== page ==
Think about all the major transitions you have lived: infancy to toddler stage, child to adolescent, teenager to adult, perhaps adult to elder. Eventually we will all experience the transition from incarnate state to dis-incarnate state. We also experience transition daily, as we move from sleep to wakefulness, stupor to alertness, ego to Self, attachment to non-attachment, daydreaming to mental focus. Living and dying are processes of constant transition.

How This Relates to Waking Up and Leap-frogging

            Those who are awake know how to die. They regard death as a normal part of the process of living, a transition time. They also know how to die well: They consciously prepare for death, taking up the various forms of death consciously and working with them to realize their potential for growth and greater consciousness.

            This might seem very theoretical, so let me give a concrete example from my own life. This is an example of the calcinatio stage. Not coincidentally (since we live in a holographic Universe, in which the Law of Correspondence[22] operates, so that the placement of the planets reflects inner psychic reality quite closely),[23] this stage occurred for me when Pluto came to an exact transit in square to my Venus. Venus is the planet representing our desire nature, especially with regard to love, romance and relationships. Pluto is the planet of deepest drives, regeneration and implacable change. Put these two together, in a square (i.e. difficult) contact, and the stage was set for a most painful time of “frustration of the desire nature.” How this showed up in my life was in the death of my fiancé quite agonizingly (from a stroke that left him a “vegetable,” whom the M.D.s then euthanized). The whole process (being a transit of Pluto, the slowest moving of all the planets) took months, and I experienced not only the death of the man I loved, but the death of my dreams for romantic happiness (for this man, my beloved Hubie, had been the epitome of the man of my dreams). I knew that this was a death stage, and that meant I had lots of work to do, inner work, work with my dreams and imageries. Clearly, I was meant to learn and grow, but initially I had no stomach for it (and, in fact, I spent the better part of every day for a while throwing up—purging my system of what had to leave, I suppose). As time passed (weeks into months), I began to get some clarity about the illusions I had had about myself and my life that had to die. I had to do lots of work taking back what I had projected—on to Hubie, on to my mother, on to other people. What was birthed in this process was a whole new world within that I had not previously recognized in myself. I came to realize that no death is without a subsequent birth (both metaphorically, for me in my life, and literally, for Hubie, in his new life, as he came to me in dreams to tell me about his life on the other side). Death opens the portal for the new. We need death to open us to life.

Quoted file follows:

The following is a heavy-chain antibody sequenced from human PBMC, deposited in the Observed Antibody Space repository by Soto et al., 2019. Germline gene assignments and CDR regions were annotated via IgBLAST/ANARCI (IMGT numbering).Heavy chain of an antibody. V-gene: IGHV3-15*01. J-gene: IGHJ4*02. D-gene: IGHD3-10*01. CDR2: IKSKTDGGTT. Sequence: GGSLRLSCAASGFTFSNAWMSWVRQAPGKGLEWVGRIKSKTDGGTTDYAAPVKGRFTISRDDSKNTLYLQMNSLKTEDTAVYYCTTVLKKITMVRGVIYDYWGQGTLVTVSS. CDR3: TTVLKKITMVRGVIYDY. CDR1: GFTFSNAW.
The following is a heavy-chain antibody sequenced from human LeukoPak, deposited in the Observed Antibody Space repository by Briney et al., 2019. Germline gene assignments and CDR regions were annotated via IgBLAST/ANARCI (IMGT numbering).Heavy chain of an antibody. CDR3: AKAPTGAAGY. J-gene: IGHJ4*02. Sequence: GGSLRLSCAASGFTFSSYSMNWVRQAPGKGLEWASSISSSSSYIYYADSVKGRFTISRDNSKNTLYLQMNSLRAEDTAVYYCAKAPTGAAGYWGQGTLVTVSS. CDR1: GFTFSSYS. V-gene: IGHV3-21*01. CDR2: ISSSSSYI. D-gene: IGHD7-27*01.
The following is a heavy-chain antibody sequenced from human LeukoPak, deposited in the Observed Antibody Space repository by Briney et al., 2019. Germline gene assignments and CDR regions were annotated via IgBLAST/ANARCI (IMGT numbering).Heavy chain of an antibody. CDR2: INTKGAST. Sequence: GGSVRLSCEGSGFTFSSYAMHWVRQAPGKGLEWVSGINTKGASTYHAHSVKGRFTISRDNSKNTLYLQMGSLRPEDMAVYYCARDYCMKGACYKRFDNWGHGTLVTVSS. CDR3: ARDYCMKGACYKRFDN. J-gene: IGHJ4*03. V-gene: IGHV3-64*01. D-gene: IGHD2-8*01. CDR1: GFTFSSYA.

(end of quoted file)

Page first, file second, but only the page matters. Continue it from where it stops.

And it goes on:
Much as I would rather not experience such dyings, I know they are an essential part of life. As long as we limp along at our current (low) level of consciousness, we have little choice about such things. Our realm of choice lies in how we respond to what Destiny puts on our plate. I can’t say my experience of the calcinatio was pleasant. Hardly! But I can say now (years later) that it was positive, important, meaningful, and necessary to my development. I can also see that it birthed a compassion and groundedness that I had never known before, and those gifts are very important and precious to me.

            Now, back to the topic of relevancy. How do the forms of death relate to leap-frogging? Leap-froggers are change agents. They must know how to change, and all change involves transitions, that is, deaths. Part of what leap-frogging entails is welcoming change, welcoming death. So the “art of dying well” is a good skill for leap-froggers to have.

Some Questions for Reflection

If it were possible for you to know when you were going to die, would you want to know?

It has been said that the most omnipresent fear human beings have is about their own death. What is your greatest fear about death?

Envision the final days of your life. What would you want this time to look like?

Are you familiar with the Tibetan notion that we can consciously prepare for death in ways that help the soul transit through the after-death state? Are you interested in doing this?

Imagine that you could read the obituary written about your life. What would you want it to say?

Have you ever had an experience that convinced you, beyond any shadow of doubt, that life goes on after death? If so, how did this affect your attitude toward death?

 

For Further Reading

Connolly, Eileen (1990), Tarot: A New Handbook for the Apprentice. North Hollywood CA: Newcastle Pub. Co.

Edinger, Edward (1985), Anatomy of the Psyche. Chicago & LaSalle IL: Open Court Press.